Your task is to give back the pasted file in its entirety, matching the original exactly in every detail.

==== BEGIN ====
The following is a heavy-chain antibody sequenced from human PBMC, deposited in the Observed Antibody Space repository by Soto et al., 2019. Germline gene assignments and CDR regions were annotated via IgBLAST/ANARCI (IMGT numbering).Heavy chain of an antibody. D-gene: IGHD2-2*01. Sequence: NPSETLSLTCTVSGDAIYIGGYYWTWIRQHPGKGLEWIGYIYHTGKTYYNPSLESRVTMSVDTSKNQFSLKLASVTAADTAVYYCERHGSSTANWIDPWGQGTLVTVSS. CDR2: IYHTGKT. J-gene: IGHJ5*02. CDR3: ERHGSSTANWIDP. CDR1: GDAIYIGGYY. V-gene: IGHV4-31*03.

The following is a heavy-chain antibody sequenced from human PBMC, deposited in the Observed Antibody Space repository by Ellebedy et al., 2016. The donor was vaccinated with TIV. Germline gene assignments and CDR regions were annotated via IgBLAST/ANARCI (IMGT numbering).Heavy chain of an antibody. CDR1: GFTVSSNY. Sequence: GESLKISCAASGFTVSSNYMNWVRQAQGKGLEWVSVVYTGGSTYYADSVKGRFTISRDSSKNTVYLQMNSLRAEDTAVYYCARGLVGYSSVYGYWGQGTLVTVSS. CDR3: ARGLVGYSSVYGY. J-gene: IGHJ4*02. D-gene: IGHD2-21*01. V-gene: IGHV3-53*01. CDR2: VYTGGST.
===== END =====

The following is a heavy-chain antibody sequenced from human PBMC, deposited in the Observed Antibody Space repository by Soto et al., 2019. Germline gene assignments and CDR regions were annotated via IgBLAST/ANARCI (IMGT numbering).Heavy chain of an antibody. D-gene: IGHD2-2*01. Sequence: NPSETLSLTCTVSGDAIYIGGYYWTWIRQHPGKGLEWIGYIYHTGKTYYNPSLESRVTMSVDTSKNQFSLKLASVTAADTAVYYCERHGSSTANWIDPWGQGTLVTVSS. CDR2: IYHTGKT. J-gene: IGHJ5*02. CDR3: ERHGSSTANWIDP. CDR1: GDAIYIGGYY. V-gene: IGHV4-31*03.

The following is a heavy-chain antibody sequenced from human PBMC, deposited in the Observed Antibody Space repository by Ellebedy et al., 2016. The donor was vaccinated with TIV. Germline gene assignments and CDR regions were annotated via IgBLAST/ANARCI (IMGT numbering).Heavy chain of an antibody. CDR1: GFTVSSNY. Sequence: GESLKISCAASGFTVSSNYMNWVRQAQGKGLEWVSVVYTGGSTYYADSVKGRFTISRDSSKNTVYLQMNSLRAEDTAVYYCARGLVGYSSVYGYWGQGTLVTVSS. CDR3: ARGLVGYSSVYGY. J-gene: IGHJ4*02. D-gene: IGHD2-21*01. V-gene: IGHV3-53*01. CDR2: VYTGGST.